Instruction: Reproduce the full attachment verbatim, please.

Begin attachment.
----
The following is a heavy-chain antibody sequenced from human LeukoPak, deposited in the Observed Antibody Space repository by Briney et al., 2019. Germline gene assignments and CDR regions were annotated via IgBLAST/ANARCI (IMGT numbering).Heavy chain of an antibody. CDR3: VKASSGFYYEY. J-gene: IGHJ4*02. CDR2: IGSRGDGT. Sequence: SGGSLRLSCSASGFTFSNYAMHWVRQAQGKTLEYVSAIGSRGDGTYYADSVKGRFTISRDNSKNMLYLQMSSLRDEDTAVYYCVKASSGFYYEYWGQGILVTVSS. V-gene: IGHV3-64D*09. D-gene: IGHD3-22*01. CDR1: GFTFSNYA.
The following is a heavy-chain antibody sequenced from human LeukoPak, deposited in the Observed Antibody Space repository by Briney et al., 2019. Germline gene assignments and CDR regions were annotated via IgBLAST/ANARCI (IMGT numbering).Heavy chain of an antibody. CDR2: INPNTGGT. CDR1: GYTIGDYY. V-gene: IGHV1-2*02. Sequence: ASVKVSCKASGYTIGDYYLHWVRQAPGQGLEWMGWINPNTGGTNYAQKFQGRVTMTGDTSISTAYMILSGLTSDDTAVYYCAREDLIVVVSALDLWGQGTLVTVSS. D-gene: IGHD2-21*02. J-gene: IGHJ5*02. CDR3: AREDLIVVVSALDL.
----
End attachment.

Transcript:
The following is a heavy-chain antibody sequenced from human LeukoPak, deposited in the Observed Antibody Space repository by Briney et al., 2019. Germline gene assignments and CDR regions were annotated via IgBLAST/ANARCI (IMGT numbering).Heavy chain of an antibody. CDR3: VKASSGFYYEY. J-gene: IGHJ4*02. CDR2: IGSRGDGT. Sequence: SGGSLRLSCSASGFTFSNYAMHWVRQAQGKTLEYVSAIGSRGDGTYYADSVKGRFTISRDNSKNMLYLQMSSLRDEDTAVYYCVKASSGFYYEYWGQGILVTVSS. V-gene: IGHV3-64D*09. D-gene: IGHD3-22*01. CDR1: GFTFSNYA.
The following is a heavy-chain antibody sequenced from human LeukoPak, deposited in the Observed Antibody Space repository by Briney et al., 2019. Germline gene assignments and CDR regions were annotated via IgBLAST/ANARCI (IMGT numbering).Heavy chain of an antibody. CDR2: INPNTGGT. CDR1: GYTIGDYY. V-gene: IGHV1-2*02. Sequence: ASVKVSCKASGYTIGDYYLHWVRQAPGQGLEWMGWINPNTGGTNYAQKFQGRVTMTGDTSISTAYMILSGLTSDDTAVYYCAREDLIVVVSALDLWGQGTLVTVSS. D-gene: IGHD2-21*02. J-gene: IGHJ5*02. CDR3: AREDLIVVVSALDL.